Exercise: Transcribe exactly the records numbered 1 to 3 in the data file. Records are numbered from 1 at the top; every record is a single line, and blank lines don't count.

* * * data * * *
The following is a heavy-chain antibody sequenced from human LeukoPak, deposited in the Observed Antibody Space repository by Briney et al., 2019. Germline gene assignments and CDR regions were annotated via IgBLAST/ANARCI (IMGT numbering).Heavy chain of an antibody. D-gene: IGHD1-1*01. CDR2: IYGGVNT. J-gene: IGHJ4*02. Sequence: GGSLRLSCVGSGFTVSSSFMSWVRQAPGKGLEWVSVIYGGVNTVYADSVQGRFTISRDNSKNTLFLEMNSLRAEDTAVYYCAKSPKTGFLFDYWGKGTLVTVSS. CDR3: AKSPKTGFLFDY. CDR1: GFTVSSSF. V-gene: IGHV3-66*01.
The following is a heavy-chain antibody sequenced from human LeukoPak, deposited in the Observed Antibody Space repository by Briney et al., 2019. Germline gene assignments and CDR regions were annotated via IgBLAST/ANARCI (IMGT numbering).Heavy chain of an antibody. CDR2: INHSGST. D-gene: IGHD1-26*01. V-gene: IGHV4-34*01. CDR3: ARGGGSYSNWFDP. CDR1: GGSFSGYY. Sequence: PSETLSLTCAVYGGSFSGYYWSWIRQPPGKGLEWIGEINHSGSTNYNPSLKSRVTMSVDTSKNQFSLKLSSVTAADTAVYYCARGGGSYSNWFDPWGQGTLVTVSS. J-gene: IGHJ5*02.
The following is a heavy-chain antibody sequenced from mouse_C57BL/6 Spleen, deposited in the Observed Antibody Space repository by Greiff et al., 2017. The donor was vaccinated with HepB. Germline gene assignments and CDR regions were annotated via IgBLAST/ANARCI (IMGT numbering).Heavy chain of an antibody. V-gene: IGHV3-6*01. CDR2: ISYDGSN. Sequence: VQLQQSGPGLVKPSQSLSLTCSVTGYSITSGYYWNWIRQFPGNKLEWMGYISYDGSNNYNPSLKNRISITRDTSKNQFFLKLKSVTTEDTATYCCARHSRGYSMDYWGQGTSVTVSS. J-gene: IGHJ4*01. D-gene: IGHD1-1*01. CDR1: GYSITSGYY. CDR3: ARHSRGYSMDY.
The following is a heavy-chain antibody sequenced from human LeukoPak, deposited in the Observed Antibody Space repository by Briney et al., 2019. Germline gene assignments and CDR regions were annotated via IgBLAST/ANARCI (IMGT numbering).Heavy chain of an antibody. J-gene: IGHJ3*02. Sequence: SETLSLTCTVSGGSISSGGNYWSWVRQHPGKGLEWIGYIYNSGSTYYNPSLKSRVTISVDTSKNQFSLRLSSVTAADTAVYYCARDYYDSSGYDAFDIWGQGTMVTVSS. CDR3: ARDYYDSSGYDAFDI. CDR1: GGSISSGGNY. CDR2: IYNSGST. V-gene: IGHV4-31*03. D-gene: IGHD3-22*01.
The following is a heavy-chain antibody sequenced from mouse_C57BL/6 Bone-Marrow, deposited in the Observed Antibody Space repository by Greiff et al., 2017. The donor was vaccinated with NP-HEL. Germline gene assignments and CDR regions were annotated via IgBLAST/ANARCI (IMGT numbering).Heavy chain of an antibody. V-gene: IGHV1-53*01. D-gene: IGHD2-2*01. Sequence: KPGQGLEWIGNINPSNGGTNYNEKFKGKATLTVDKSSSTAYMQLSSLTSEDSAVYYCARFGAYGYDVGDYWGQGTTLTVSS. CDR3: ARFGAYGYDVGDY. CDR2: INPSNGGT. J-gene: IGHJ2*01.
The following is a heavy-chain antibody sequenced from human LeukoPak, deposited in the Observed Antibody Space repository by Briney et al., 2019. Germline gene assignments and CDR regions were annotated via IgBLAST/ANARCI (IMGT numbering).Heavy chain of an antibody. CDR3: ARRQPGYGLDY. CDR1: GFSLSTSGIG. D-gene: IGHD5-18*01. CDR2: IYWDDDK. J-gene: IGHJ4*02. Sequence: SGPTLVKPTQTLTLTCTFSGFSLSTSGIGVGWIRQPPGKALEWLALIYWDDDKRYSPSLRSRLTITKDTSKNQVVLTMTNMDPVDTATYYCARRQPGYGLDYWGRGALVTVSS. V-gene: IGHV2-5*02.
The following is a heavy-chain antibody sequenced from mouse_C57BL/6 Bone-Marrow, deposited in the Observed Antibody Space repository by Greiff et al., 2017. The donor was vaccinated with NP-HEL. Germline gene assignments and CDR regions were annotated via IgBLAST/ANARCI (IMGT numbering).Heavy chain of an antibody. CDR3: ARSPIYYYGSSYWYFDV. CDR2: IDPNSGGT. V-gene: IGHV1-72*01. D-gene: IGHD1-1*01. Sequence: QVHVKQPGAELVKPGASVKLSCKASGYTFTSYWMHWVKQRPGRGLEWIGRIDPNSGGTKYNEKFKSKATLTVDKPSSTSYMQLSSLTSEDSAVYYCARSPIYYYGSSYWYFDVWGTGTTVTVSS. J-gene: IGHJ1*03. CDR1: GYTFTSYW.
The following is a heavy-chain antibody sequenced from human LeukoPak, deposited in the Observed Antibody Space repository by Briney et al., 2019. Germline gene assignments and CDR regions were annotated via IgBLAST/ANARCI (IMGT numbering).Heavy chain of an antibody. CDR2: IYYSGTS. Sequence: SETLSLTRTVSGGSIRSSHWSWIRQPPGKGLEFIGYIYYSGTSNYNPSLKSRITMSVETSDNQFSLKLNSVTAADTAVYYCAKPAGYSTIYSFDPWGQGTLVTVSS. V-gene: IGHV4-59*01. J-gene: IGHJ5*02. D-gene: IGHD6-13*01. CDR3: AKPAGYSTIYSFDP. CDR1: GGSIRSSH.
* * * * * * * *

The following is a heavy-chain antibody sequenced from human LeukoPak, deposited in the Observed Antibody Space repository by Briney et al., 2019. Germline gene assignments and CDR regions were annotated via IgBLAST/ANARCI (IMGT numbering).Heavy chain of an antibody. D-gene: IGHD1-1*01. CDR2: IYGGVNT. J-gene: IGHJ4*02. Sequence: GGSLRLSCVGSGFTVSSSFMSWVRQAPGKGLEWVSVIYGGVNTVYADSVQGRFTISRDNSKNTLFLEMNSLRAEDTAVYYCAKSPKTGFLFDYWGKGTLVTVSS. CDR3: AKSPKTGFLFDY. CDR1: GFTVSSSF. V-gene: IGHV3-66*01.
The following is a heavy-chain antibody sequenced from human LeukoPak, deposited in the Observed Antibody Space repository by Briney et al., 2019. Germline gene assignments and CDR regions were annotated via IgBLAST/ANARCI (IMGT numbering).Heavy chain of an antibody. CDR2: INHSGST. D-gene: IGHD1-26*01. V-gene: IGHV4-34*01. CDR3: ARGGGSYSNWFDP. CDR1: GGSFSGYY. Sequence: PSETLSLTCAVYGGSFSGYYWSWIRQPPGKGLEWIGEINHSGSTNYNPSLKSRVTMSVDTSKNQFSLKLSSVTAADTAVYYCARGGGSYSNWFDPWGQGTLVTVSS. J-gene: IGHJ5*02.
The following is a heavy-chain antibody sequenced from mouse_C57BL/6 Spleen, deposited in the Observed Antibody Space repository by Greiff et al., 2017. The donor was vaccinated with HepB. Germline gene assignments and CDR regions were annotated via IgBLAST/ANARCI (IMGT numbering).Heavy chain of an antibody. V-gene: IGHV3-6*01. CDR2: ISYDGSN. Sequence: VQLQQSGPGLVKPSQSLSLTCSVTGYSITSGYYWNWIRQFPGNKLEWMGYISYDGSNNYNPSLKNRISITRDTSKNQFFLKLKSVTTEDTATYCCARHSRGYSMDYWGQGTSVTVSS. J-gene: IGHJ4*01. D-gene: IGHD1-1*01. CDR1: GYSITSGYY. CDR3: ARHSRGYSMDY.